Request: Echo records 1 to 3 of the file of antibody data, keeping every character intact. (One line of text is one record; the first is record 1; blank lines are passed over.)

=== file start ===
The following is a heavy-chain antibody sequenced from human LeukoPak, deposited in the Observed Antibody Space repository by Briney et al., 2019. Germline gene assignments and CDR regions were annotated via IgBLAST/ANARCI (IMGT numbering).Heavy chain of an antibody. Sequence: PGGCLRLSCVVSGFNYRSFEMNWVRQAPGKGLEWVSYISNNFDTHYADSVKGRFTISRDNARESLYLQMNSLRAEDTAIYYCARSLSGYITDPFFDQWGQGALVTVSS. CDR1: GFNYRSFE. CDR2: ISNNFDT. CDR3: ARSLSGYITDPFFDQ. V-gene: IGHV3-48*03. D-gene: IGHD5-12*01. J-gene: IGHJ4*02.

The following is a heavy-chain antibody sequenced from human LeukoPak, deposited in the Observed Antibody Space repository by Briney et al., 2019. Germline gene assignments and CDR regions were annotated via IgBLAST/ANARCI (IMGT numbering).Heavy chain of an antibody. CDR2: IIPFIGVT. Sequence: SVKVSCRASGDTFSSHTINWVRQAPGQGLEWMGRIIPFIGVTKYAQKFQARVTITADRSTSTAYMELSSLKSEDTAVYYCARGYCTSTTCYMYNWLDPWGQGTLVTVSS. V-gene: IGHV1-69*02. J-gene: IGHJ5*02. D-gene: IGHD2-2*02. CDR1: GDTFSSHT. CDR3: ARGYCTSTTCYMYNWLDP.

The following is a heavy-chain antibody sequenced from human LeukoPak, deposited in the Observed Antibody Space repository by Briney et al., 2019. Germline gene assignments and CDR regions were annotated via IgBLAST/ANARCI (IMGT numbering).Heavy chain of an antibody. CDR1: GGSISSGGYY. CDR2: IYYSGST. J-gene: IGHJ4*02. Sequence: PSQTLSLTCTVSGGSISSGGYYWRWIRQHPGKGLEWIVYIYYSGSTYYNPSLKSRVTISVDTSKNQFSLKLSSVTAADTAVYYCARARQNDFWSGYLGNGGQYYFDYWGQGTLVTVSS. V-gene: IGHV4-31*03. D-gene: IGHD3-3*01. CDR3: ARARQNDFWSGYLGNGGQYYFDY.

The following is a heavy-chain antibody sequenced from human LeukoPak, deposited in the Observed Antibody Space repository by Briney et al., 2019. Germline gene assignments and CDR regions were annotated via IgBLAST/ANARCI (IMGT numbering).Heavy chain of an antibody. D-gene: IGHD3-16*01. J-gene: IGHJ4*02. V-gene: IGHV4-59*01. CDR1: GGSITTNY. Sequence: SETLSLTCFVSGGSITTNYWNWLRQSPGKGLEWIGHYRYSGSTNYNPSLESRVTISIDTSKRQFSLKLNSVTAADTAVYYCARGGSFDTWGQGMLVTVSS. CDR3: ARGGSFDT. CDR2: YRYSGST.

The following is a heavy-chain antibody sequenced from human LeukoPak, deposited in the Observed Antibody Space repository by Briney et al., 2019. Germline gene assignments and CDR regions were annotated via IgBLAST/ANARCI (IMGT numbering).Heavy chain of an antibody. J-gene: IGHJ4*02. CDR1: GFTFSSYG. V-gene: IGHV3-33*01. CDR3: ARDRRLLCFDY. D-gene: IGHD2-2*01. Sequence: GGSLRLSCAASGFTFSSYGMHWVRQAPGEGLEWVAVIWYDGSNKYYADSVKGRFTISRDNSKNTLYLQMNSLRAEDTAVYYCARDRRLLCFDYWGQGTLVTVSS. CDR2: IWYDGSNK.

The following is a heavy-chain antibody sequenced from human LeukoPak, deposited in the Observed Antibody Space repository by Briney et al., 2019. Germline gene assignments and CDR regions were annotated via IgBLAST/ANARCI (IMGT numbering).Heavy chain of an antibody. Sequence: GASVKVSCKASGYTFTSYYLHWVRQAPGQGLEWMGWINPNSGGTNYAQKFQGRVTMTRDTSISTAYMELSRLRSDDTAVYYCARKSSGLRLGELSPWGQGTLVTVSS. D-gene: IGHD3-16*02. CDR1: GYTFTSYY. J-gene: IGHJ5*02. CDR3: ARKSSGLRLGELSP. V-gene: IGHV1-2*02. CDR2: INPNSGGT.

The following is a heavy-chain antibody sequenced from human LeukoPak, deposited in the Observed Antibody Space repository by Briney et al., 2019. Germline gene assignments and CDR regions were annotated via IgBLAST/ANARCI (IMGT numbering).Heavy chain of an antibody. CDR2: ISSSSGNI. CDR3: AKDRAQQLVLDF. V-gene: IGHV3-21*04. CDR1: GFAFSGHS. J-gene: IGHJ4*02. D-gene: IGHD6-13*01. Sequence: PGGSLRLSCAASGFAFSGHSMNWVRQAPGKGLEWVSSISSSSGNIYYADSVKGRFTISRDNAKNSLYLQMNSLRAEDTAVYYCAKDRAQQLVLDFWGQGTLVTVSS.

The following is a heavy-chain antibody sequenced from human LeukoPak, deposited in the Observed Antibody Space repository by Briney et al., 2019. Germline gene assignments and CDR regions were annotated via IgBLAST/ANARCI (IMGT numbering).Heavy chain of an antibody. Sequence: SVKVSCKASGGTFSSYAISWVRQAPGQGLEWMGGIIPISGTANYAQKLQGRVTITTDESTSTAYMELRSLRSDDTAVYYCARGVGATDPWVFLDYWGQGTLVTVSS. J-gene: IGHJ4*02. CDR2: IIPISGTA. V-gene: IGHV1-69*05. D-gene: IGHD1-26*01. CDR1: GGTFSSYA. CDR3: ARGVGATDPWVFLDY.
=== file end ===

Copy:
The following is a heavy-chain antibody sequenced from human LeukoPak, deposited in the Observed Antibody Space repository by Briney et al., 2019. Germline gene assignments and CDR regions were annotated via IgBLAST/ANARCI (IMGT numbering).Heavy chain of an antibody. Sequence: PGGCLRLSCVVSGFNYRSFEMNWVRQAPGKGLEWVSYISNNFDTHYADSVKGRFTISRDNARESLYLQMNSLRAEDTAIYYCARSLSGYITDPFFDQWGQGALVTVSS. CDR1: GFNYRSFE. CDR2: ISNNFDT. CDR3: ARSLSGYITDPFFDQ. V-gene: IGHV3-48*03. D-gene: IGHD5-12*01. J-gene: IGHJ4*02.

The following is a heavy-chain antibody sequenced from human LeukoPak, deposited in the Observed Antibody Space repository by Briney et al., 2019. Germline gene assignments and CDR regions were annotated via IgBLAST/ANARCI (IMGT numbering).Heavy chain of an antibody. CDR2: IIPFIGVT. Sequence: SVKVSCRASGDTFSSHTINWVRQAPGQGLEWMGRIIPFIGVTKYAQKFQARVTITADRSTSTAYMELSSLKSEDTAVYYCARGYCTSTTCYMYNWLDPWGQGTLVTVSS. V-gene: IGHV1-69*02. J-gene: IGHJ5*02. D-gene: IGHD2-2*02. CDR1: GDTFSSHT. CDR3: ARGYCTSTTCYMYNWLDP.

The following is a heavy-chain antibody sequenced from human LeukoPak, deposited in the Observed Antibody Space repository by Briney et al., 2019. Germline gene assignments and CDR regions were annotated via IgBLAST/ANARCI (IMGT numbering).Heavy chain of an antibody. CDR1: GGSISSGGYY. CDR2: IYYSGST. J-gene: IGHJ4*02. Sequence: PSQTLSLTCTVSGGSISSGGYYWRWIRQHPGKGLEWIVYIYYSGSTYYNPSLKSRVTISVDTSKNQFSLKLSSVTAADTAVYYCARARQNDFWSGYLGNGGQYYFDYWGQGTLVTVSS. V-gene: IGHV4-31*03. D-gene: IGHD3-3*01. CDR3: ARARQNDFWSGYLGNGGQYYFDY.